I have waited a while before commenting on the various options open to Plaid and to the internal debate within the party about what happens next. However the time for silence and reflection is over.
Plaid enjoyed a fairly successful election night and the fact that even at their height the Tories cannot overtake us in terms of seats, or even get that close, shows we are firly established as the second party in Wales. So what next?
I find the whole debate quite difficult for one reason only. Although I am not a socialist I often find myself in agreement with the "socialist" wing of the party. In 2003 I spent a lot of time, and money, helping Helen mary Jones in Llanelli (i was living in leicester at the time) and many of the friends I have made in the party are now amongst those who favour a deal with Labour.
I cannot for the life of me understand why it is that people I otherwise have the utmost respect for would prefer to see a Labour first minister rather than a Plaid one. Let us not delude ourselves that there is another choice, following the "no deal" approach favoured by Jill Evans and others (the Peter Black approach :) ) is effectively making a choice of a Labour first minister over a Plaid one and gaining nothing in return.
Going cap in hand to Labour asking for a couple of cabinet seats and a referendum on a partial parliament is deeply unattractive and will send out the wrong message about our party. We urge the people of Wales to have the confidence to shake of britishness and have our own government yet when faced with the choice of leading a government or playing second fiddle to labour the left want the second fiddle option. Its a left wing version of the "welsh cringe". Horrible to behold in people you admire.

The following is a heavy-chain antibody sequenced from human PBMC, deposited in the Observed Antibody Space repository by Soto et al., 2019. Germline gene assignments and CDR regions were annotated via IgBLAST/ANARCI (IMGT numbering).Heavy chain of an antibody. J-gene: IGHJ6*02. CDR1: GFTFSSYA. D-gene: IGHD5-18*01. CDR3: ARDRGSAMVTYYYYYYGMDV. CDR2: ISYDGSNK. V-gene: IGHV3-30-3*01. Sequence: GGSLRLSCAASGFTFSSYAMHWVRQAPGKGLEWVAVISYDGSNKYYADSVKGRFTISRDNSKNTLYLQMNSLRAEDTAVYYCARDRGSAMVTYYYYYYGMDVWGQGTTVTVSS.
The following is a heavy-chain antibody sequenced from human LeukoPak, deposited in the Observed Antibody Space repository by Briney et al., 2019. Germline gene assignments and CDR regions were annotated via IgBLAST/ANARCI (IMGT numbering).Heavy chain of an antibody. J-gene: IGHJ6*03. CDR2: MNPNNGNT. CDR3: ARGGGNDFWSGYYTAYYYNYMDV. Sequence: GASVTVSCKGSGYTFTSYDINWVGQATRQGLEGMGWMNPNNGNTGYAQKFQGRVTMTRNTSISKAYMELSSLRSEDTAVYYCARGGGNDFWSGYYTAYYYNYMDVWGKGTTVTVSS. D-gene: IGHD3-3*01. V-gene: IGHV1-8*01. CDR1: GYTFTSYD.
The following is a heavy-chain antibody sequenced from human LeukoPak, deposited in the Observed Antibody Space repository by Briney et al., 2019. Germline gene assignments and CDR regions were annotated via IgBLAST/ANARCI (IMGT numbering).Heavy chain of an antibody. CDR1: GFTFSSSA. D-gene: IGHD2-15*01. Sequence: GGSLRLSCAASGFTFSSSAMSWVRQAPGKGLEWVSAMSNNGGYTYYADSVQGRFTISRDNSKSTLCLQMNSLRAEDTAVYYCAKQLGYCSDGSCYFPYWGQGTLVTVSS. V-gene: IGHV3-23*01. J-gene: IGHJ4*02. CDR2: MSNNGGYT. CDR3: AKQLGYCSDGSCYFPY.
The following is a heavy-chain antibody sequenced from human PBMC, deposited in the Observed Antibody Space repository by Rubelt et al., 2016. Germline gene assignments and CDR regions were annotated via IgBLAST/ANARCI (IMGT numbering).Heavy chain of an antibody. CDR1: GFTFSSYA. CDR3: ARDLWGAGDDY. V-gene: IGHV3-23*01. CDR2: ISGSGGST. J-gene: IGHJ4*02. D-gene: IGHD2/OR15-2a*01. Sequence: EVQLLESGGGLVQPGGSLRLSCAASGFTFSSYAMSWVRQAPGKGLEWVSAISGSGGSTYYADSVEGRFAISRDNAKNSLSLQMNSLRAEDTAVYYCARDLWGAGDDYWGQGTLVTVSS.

A deal with Labour will deliver nothing of value. Rhodri Morgan willl be gone in two years so any long term promises he makes are worthless. It was Labour policy in 1979 to support the Yes campaign in the referendum yet virtually the entire Welsh labour party campaigned against it. The notion that the Labour "campaigning machine" will be thrown behind a "yes" campaign which if successful would reduce the number of MP's Labour sends to Westminster is laughable. Labour will promise much and deliver little just as they did in 1979.
The likely arrival of a Tory government in Westminster will perhaps concentrate the minds of the so called "nationalist" wing of the Labour party. It would be in the interest of a Tory government to have a Welsh parliament and reduce the number of MPs from wales, it would be in the broader Welsh interest to have a parliament to protect it from the worst access of a Tory westminster government and enough people in welsh Labour will see that.
So a "rainbow" it must be. I detect a growing appetite in the party for government and frustration amonsgt activists as to why it is taking so long to deliver. For those that foam at the mouth at the prospect of the Tories supporting a Plaid first minister I ask them do you have a serious alternative? the answer thus far is none.
Social democrats and Christian democrats work together in many parts of europe. The Tories in wales are now much closer to a "christian democrat party" and Plaid is very much in the Social Democrat tradition. The "socialist" left in Plaid is I suspect not as socialist as they proclaim anyway. Is their vision of an independent Wales one in which the state controls every aspect of life? Or is it the one the rest of us share where a government ensures basic needs are met, cultural and language diversity is encouraged,that there are not huge gaps in wealth between individuals, that the market is policed effectively and the environment protected. The vision that all in Plaid can sign up to and not just socialists.